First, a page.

After a quick lunch, the students returned to the Engineering buildings in order to work further on their missions as well as the robots which they had started working on a few days ago. Some of the students were even happy to talk about how this experience has impacted them.


The students also gave their team’s presentations so all the students could get their information together and prepare for the presentations which they will give at the VIP luncheon tomorrow afternoon. They also wanted to have a critique of their presentations so the students could fine-tune any mistakes or problems that would arise. The students gave professional presentations which did require some corrections. However, the students have learned what type of presentations are required of a professional organization. With this knowledge, students can take their experiences from this Academy back to the classroom and possibly even further.

Students practicing presentations

One of the last events that the students did on this last full day was a robot competition which utilized the robots that the students put together earlier in the week. The competition consisted of the robots driving within a rectangular ring, searching for colored strips of paper. The rover which found the most papers and relayed that data correctly to a computer would win the event. Students crowded around the tiny ring as they watched their creations struggle around the ring. For many of the students, it was their first time using robotics and programming equipment. Every student found it interesting and fun to put them together and put them to the test.

One of the robots


The students spent the rest of the evening preparing for tomorrow’s presentations and finalizing their information. The students this year have done an amazing amount of work and have participated in a program that will help not only benefit their futures, but for them as young adults entering a new world through of scientific challenges.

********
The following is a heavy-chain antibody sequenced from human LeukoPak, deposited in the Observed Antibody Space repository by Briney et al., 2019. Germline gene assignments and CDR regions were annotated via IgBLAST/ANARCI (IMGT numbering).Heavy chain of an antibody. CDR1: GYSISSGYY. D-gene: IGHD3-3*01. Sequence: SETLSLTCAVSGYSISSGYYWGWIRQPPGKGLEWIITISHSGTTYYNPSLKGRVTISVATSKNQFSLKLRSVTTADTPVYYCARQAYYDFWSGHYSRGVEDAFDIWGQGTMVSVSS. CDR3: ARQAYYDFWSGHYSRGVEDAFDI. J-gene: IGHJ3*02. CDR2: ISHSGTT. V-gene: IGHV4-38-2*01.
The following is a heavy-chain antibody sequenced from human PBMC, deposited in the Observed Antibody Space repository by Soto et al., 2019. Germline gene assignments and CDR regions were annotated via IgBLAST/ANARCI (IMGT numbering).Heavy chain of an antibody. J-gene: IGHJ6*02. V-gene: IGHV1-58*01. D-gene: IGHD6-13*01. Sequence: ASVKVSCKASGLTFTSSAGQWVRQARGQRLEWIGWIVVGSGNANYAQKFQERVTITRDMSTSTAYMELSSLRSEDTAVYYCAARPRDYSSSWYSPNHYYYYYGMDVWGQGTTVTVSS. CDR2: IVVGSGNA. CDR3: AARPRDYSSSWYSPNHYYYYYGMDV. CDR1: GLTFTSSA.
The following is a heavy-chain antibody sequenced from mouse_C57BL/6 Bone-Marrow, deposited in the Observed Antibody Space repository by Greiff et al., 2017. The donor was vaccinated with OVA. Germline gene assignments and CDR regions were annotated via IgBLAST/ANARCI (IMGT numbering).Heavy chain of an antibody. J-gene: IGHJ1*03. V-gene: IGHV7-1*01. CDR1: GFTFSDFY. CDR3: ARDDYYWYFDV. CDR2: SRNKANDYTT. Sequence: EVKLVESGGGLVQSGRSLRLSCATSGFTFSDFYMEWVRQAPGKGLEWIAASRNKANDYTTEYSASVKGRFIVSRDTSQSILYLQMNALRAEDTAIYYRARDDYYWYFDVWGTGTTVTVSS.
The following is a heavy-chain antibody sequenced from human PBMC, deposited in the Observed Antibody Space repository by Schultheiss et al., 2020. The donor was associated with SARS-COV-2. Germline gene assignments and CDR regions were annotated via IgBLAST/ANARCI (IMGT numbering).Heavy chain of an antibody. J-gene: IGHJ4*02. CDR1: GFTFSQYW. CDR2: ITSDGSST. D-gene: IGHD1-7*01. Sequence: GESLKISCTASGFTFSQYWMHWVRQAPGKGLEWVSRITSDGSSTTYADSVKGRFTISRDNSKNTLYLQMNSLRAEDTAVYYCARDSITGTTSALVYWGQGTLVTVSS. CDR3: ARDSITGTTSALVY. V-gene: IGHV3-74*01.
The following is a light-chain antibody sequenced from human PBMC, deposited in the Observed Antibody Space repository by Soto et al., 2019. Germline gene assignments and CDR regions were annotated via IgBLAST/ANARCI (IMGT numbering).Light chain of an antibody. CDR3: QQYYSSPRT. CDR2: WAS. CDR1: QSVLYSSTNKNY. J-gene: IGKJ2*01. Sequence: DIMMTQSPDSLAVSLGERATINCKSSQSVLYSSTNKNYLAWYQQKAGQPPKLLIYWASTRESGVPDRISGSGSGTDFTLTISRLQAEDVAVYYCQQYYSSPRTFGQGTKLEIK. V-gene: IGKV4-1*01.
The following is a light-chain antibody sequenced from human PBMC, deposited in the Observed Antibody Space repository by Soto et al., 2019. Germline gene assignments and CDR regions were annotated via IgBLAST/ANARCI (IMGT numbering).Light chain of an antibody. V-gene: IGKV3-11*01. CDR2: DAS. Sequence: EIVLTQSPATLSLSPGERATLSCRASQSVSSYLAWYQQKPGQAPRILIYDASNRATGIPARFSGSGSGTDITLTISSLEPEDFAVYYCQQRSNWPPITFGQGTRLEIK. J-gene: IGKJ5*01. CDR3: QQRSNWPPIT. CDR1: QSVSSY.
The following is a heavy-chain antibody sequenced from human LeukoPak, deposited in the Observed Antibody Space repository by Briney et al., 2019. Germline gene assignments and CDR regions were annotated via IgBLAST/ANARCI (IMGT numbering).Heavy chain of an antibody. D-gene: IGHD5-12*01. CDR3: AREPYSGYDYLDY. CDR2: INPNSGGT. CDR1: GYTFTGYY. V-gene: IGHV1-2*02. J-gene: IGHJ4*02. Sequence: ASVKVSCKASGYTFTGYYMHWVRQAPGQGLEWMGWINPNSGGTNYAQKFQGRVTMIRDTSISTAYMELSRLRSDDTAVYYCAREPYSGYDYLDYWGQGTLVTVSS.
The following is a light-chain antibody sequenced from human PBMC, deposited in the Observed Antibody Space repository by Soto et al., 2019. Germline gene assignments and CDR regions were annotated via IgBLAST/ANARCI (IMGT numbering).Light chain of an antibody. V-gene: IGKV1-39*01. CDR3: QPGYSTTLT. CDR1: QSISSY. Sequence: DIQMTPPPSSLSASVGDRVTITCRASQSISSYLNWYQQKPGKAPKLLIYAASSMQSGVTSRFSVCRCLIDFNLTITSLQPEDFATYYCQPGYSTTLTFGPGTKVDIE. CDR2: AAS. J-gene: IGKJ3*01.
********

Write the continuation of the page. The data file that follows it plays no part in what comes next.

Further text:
These blogs will continue to be uploaded daily, once the students have completed their final activities each night. A more "live" version of the days' events are being uploaded onto the ISAS Summer Academy Facebook group and page, as well as to Twitter at ISAS_Academy. Tomorrow will be the students' last day of the program. All of the staff at ISAS wish them good luck and are proud of all the work they have done.

--Andrew Schrader, Jaime Guevara--

Superintendent Luna Takes Steps Toward Growth Model

In June, Superintendent of Public Instruction Tom Luna told the U.S. Department of Education that Idaho will begin using academic growth to hold public schools accountable for student achievement.

Superintendent Luna sent U.S. Secretary of Education Arne Duncan a letter, informing him that Idaho will start moving toward a new accountability system based on student academic growth since Congress and the Administration have failed to update and reauthorize the federal No Child Left Behind Act of 2001.

“The reauthorization of No Child Left Behind is overdue by more than four years.  There can only be two reasons for this inaction: either Congress doesn’t have the political will, or it simply isn’t a priority of the Administration.  Neither reason is acceptable, nor is it the fault of individual states,” Superintendent Luna wrote in the letter. “This inability of Congress and the Administration has left states in a parallel universe, where we are being forced to try and reconcile an inefficient, outdated law with bold, innovative paths toward raising student achievement.  We can no longer financially afford to do both.  Since Congress and the Administration are not going to act immediately, states will take the lead.”